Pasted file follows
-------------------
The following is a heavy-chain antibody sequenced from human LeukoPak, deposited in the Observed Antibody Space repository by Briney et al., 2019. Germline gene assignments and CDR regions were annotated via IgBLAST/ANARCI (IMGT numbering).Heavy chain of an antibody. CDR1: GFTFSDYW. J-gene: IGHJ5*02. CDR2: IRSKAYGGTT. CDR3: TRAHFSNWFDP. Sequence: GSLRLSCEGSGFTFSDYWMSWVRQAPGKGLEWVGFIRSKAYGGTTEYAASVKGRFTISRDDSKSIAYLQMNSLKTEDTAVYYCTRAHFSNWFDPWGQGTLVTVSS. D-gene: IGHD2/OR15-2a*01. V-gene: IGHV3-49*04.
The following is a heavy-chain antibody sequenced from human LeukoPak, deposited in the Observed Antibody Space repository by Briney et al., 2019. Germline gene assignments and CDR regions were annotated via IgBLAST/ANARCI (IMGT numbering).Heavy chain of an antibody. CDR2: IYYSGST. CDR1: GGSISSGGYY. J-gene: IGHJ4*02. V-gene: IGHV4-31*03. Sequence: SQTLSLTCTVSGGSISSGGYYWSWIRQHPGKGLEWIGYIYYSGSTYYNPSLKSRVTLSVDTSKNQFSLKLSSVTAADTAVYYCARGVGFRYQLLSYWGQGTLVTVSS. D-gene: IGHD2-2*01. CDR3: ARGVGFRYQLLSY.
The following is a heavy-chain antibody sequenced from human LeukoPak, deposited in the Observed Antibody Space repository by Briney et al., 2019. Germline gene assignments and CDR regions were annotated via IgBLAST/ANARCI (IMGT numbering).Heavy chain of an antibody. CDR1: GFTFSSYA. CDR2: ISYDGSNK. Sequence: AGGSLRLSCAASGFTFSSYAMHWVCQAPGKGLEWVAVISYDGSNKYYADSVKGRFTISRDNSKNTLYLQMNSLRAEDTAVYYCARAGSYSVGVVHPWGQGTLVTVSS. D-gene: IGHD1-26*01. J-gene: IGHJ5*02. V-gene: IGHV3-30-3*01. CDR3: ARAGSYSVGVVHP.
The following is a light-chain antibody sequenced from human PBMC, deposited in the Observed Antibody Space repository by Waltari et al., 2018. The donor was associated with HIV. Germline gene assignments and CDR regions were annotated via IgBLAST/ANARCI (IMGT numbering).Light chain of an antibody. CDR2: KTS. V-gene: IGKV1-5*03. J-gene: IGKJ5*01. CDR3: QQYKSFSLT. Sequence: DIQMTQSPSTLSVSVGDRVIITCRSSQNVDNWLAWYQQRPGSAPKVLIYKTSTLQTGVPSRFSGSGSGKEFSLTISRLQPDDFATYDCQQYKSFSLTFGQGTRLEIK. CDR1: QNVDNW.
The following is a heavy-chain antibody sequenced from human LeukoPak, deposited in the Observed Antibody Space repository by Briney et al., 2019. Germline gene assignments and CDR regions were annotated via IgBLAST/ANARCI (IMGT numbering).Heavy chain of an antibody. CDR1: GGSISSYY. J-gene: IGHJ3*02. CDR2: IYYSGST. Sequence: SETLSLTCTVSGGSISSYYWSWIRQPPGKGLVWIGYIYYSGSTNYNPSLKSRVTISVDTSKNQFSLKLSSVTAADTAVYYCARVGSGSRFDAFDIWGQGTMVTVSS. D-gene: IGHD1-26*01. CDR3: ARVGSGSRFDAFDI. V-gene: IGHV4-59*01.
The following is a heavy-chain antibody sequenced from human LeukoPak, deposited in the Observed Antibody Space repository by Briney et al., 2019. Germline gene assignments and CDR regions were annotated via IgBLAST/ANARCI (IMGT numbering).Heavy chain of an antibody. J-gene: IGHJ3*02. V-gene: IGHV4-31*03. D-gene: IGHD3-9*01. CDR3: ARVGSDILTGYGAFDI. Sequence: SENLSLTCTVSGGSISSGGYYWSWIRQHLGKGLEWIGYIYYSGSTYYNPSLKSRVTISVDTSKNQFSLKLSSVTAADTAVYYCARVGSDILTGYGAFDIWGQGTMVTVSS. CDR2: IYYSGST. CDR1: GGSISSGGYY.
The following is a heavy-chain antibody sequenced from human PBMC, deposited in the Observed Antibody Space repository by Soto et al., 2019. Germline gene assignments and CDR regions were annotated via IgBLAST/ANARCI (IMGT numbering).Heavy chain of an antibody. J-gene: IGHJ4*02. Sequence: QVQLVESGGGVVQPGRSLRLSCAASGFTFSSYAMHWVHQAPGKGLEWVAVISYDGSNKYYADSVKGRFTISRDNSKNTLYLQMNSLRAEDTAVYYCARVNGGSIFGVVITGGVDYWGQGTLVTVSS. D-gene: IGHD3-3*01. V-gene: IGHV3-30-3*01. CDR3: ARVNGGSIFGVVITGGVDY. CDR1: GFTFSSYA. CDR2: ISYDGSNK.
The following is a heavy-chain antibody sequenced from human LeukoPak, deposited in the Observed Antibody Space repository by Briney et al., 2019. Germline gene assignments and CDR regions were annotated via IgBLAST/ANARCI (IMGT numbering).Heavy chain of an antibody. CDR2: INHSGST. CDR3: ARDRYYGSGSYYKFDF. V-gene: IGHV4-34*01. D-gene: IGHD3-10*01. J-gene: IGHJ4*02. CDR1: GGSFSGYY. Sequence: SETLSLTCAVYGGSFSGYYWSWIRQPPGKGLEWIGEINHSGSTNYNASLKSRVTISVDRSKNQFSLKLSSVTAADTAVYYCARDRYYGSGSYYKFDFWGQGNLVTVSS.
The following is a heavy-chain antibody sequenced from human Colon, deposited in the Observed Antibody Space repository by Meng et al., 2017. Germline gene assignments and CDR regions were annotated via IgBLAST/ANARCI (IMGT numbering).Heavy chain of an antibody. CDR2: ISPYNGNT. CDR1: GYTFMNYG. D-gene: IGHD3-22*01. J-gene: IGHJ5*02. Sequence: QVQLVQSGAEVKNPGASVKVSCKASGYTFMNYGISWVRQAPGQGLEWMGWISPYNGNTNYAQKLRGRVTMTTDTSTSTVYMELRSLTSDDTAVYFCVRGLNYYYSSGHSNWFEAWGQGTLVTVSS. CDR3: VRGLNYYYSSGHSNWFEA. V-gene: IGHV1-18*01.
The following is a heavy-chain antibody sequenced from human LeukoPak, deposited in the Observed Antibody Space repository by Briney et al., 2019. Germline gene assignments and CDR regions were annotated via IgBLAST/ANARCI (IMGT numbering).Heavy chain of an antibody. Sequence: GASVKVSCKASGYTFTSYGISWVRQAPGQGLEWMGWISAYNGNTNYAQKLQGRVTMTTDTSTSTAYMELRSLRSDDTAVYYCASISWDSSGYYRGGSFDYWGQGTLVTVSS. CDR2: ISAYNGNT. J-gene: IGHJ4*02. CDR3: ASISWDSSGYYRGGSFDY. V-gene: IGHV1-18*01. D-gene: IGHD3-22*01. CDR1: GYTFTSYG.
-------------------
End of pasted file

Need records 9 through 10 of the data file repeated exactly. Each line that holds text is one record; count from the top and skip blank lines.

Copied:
The following is a heavy-chain antibody sequenced from human Colon, deposited in the Observed Antibody Space repository by Meng et al., 2017. Germline gene assignments and CDR regions were annotated via IgBLAST/ANARCI (IMGT numbering).Heavy chain of an antibody. CDR2: ISPYNGNT. CDR1: GYTFMNYG. D-gene: IGHD3-22*01. J-gene: IGHJ5*02. Sequence: QVQLVQSGAEVKNPGASVKVSCKASGYTFMNYGISWVRQAPGQGLEWMGWISPYNGNTNYAQKLRGRVTMTTDTSTSTVYMELRSLTSDDTAVYFCVRGLNYYYSSGHSNWFEAWGQGTLVTVSS. CDR3: VRGLNYYYSSGHSNWFEA. V-gene: IGHV1-18*01.
The following is a heavy-chain antibody sequenced from human LeukoPak, deposited in the Observed Antibody Space repository by Briney et al., 2019. Germline gene assignments and CDR regions were annotated via IgBLAST/ANARCI (IMGT numbering).Heavy chain of an antibody. Sequence: GASVKVSCKASGYTFTSYGISWVRQAPGQGLEWMGWISAYNGNTNYAQKLQGRVTMTTDTSTSTAYMELRSLRSDDTAVYYCASISWDSSGYYRGGSFDYWGQGTLVTVSS. CDR2: ISAYNGNT. J-gene: IGHJ4*02. CDR3: ASISWDSSGYYRGGSFDY. V-gene: IGHV1-18*01. D-gene: IGHD3-22*01. CDR1: GYTFTSYG.